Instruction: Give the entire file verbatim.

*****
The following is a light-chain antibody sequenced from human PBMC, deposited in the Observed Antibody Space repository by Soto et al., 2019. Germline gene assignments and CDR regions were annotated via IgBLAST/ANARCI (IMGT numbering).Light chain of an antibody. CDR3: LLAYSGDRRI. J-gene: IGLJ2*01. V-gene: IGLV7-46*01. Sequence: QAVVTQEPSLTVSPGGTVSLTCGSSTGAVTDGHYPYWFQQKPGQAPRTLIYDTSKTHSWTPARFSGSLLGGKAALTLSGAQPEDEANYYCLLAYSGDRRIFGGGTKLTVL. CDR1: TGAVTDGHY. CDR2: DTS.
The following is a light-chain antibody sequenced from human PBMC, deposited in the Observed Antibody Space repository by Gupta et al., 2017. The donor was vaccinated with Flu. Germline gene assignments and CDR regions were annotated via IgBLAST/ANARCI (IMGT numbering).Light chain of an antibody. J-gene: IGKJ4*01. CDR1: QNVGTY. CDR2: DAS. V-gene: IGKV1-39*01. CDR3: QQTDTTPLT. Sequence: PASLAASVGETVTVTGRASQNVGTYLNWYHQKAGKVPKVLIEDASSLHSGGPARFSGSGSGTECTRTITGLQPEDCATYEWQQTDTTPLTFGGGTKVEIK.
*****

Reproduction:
The following is a light-chain antibody sequenced from human PBMC, deposited in the Observed Antibody Space repository by Soto et al., 2019. Germline gene assignments and CDR regions were annotated via IgBLAST/ANARCI (IMGT numbering).Light chain of an antibody. CDR3: LLAYSGDRRI. J-gene: IGLJ2*01. V-gene: IGLV7-46*01. Sequence: QAVVTQEPSLTVSPGGTVSLTCGSSTGAVTDGHYPYWFQQKPGQAPRTLIYDTSKTHSWTPARFSGSLLGGKAALTLSGAQPEDEANYYCLLAYSGDRRIFGGGTKLTVL. CDR1: TGAVTDGHY. CDR2: DTS.
The following is a light-chain antibody sequenced from human PBMC, deposited in the Observed Antibody Space repository by Gupta et al., 2017. The donor was vaccinated with Flu. Germline gene assignments and CDR regions were annotated via IgBLAST/ANARCI (IMGT numbering).Light chain of an antibody. J-gene: IGKJ4*01. CDR1: QNVGTY. CDR2: DAS. V-gene: IGKV1-39*01. CDR3: QQTDTTPLT. Sequence: PASLAASVGETVTVTGRASQNVGTYLNWYHQKAGKVPKVLIEDASSLHSGGPARFSGSGSGTECTRTITGLQPEDCATYEWQQTDTTPLTFGGGTKVEIK.